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The Roma vaccination gap: Evidence from twelve countries in Central and South-East Europe

Listed author(s):
  • Laetitia Duval


    (Imperial College London)

  • Francois-Charles Wolff


  • Martin Mckee

    (London School of Hygiene & Tropical Medicine)

  • Bayard Roberts


    (London School of Hygiene & Tropical Medicine)

Aim: To investigate differences in vaccination coverage between Roma and otherwise comparable non-Roma children, including factors associated with the vaccination gap, health care access and discrimination faced by Roma. Methods: We analyse data from the Roma Regional Survey 2011 implemented in twelve countries of Central and SouthEast Europe. Our sample comprises 8,233 children aged up to 6 with 7,072 Roma children and 1,161 non-Roma children. Estimates of the Roma vaccination gap are estimated using Logit regressions. Results: We find that the Roma children have a lower probability of being vaccinated compared to non-Roma (odds ratio = 0.325). The odds of being vaccinated for a Roma child is 33.9% that of a non-Roma child for DPT, 34.4% for Polio, 38.6% for MMR and 45.7% for BCG. These differences do not appear to be explained entirely by their worse socioeconomic status. The ethnic gap narrows by about 50% once individual characteristics are controlled for, with odds ratios of 0.548 for DPT, 0.559 for Polio, 0.598 for MMR and 0.704 for BCG. The probability of being vaccinated increases with access to health care, especially when Roma have a doctor to approach when needed. Conclusions: Our findings point out a large difference in vaccination coverage between Roma and non-Roma and support the need for better understanding of factors influencing vaccination among Roma as well as policies that might improve services for Roma in Central and SouthEast Europe.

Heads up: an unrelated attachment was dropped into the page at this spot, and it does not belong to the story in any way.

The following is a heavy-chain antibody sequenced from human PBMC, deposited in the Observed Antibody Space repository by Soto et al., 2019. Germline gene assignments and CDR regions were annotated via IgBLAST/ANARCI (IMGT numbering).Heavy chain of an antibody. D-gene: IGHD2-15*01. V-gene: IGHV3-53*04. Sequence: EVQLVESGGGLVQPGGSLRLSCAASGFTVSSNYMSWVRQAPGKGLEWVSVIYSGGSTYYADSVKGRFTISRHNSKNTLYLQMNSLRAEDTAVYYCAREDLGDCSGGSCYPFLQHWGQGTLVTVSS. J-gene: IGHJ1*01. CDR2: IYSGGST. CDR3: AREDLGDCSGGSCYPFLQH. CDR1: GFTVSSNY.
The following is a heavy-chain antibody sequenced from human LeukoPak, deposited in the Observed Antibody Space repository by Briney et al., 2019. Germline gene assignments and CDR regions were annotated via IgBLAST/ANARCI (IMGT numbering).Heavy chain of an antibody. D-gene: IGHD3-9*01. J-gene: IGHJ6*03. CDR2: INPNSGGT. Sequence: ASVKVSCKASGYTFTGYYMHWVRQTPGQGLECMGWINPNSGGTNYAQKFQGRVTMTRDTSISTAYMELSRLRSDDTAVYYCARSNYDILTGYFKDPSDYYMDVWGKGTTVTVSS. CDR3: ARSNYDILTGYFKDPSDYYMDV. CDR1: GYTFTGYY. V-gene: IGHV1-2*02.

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Paper provided by HAL in its series Working Papers with number hal-01378176.

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Date of creation: 09 Oct 2016
Handle: RePEc:hal:wpaper:hal-01378176
DOI: 10.1016/j.vaccine.2016.10.003
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